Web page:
A much smaller fountain and wading pool is hidden around the corner, surrounded by Flintstonesque walls and dotted with big flat rocks. As with the other fountain, one should get there before the kids for ideal (and dry) drawing conditions.
A few weeks later, we were back to shivering again, downtown at the Harbor Steps, another great public space and exercise in three-point perspective. When we got too cold, we ducked into the Seattle Art Museum for warmth, where we drew, and even painted, unmolested in the lobby.
But wait! What’s that bright yellow thing outside the window? The sun! Time to go back outside . . . to a top-secret location on the scenic and underused roof of a nearby office building, where it is also apparently acceptable to draw and paint.
The following week it was unambiguously sunny for our final class, which was spent at the Center for Wooden Boats in South Lake Union Park. The setting is almost like a mini-landscape lesson, with the horizon line conveniently delineated along the other side of Lake Union, nearby large ships looming red in the foreground, and distant trees receding into handy bluish atmospheric perspective. Flat lawns, water reflections, even a shady side of the building for when it gets too hot. Amanda looked so authoritative in her nautical garb, some tourists asked for information while she modeled.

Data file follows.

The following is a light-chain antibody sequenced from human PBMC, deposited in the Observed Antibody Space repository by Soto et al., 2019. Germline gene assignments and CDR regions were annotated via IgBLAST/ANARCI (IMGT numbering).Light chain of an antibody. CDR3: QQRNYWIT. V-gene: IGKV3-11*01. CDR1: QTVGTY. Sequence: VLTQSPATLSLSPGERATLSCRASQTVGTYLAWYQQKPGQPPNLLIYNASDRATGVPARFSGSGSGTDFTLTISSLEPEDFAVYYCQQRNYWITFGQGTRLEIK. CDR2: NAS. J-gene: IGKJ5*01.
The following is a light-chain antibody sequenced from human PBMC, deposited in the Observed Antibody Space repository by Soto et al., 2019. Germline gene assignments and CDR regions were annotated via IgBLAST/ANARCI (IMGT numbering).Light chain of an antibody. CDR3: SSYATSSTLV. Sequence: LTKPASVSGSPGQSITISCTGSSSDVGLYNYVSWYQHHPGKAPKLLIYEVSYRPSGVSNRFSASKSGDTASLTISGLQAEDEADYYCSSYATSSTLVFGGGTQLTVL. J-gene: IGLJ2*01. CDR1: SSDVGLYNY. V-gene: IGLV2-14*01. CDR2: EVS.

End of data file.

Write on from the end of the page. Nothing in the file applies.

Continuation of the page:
My University of Washington Drama students and I went on a little drawing excursion this month to a train station that isn’t really a train station, with stone walls that aren’t really stone. No passengers have embarked upon their adventures from Seattle’s Union Station since 1971 when the last train stopped here. This 1911 beauty had stood vacant and unloved for thirty years until a local developer restored it to its former glory. But you still can’t get on a train; you have to walk across the street to King Street Station to do that. I brought along a suitcase anyway, for our model to use as a prop.
On previous drawing visits, I had struggled a bit with the color of the stone walls in the Great Hall. They were kind of creamy, kind of yellowy, not quite sandstone; and several different variations of this non-color in a random pattern of big blocks. As it turns out, I might have just consulted Sherwin-Williams for the color numbers.